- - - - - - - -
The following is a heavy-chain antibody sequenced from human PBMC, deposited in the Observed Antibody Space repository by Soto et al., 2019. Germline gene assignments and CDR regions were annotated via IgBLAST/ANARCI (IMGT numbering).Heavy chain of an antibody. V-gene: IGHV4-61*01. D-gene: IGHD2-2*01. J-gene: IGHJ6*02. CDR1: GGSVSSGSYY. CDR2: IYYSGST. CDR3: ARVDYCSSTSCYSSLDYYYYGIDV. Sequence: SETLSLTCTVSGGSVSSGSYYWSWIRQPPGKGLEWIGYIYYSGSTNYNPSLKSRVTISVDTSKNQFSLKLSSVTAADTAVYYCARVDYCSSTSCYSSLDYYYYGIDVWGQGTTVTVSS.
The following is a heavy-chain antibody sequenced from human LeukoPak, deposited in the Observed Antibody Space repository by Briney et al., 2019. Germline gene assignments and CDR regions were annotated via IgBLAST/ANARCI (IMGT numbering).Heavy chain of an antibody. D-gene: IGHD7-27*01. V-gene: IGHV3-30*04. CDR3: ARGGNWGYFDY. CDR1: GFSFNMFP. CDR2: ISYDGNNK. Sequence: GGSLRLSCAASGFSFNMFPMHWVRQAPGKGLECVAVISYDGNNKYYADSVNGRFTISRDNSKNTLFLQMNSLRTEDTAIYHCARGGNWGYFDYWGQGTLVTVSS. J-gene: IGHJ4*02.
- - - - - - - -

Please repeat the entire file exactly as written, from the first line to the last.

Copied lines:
The following is a heavy-chain antibody sequenced from human PBMC, deposited in the Observed Antibody Space repository by Soto et al., 2019. Germline gene assignments and CDR regions were annotated via IgBLAST/ANARCI (IMGT numbering).Heavy chain of an antibody. V-gene: IGHV4-61*01. D-gene: IGHD2-2*01. J-gene: IGHJ6*02. CDR1: GGSVSSGSYY. CDR2: IYYSGST. CDR3: ARVDYCSSTSCYSSLDYYYYGIDV. Sequence: SETLSLTCTVSGGSVSSGSYYWSWIRQPPGKGLEWIGYIYYSGSTNYNPSLKSRVTISVDTSKNQFSLKLSSVTAADTAVYYCARVDYCSSTSCYSSLDYYYYGIDVWGQGTTVTVSS.
The following is a heavy-chain antibody sequenced from human LeukoPak, deposited in the Observed Antibody Space repository by Briney et al., 2019. Germline gene assignments and CDR regions were annotated via IgBLAST/ANARCI (IMGT numbering).Heavy chain of an antibody. D-gene: IGHD7-27*01. V-gene: IGHV3-30*04. CDR3: ARGGNWGYFDY. CDR1: GFSFNMFP. CDR2: ISYDGNNK. Sequence: GGSLRLSCAASGFSFNMFPMHWVRQAPGKGLECVAVISYDGNNKYYADSVNGRFTISRDNSKNTLFLQMNSLRTEDTAIYHCARGGNWGYFDYWGQGTLVTVSS. J-gene: IGHJ4*02.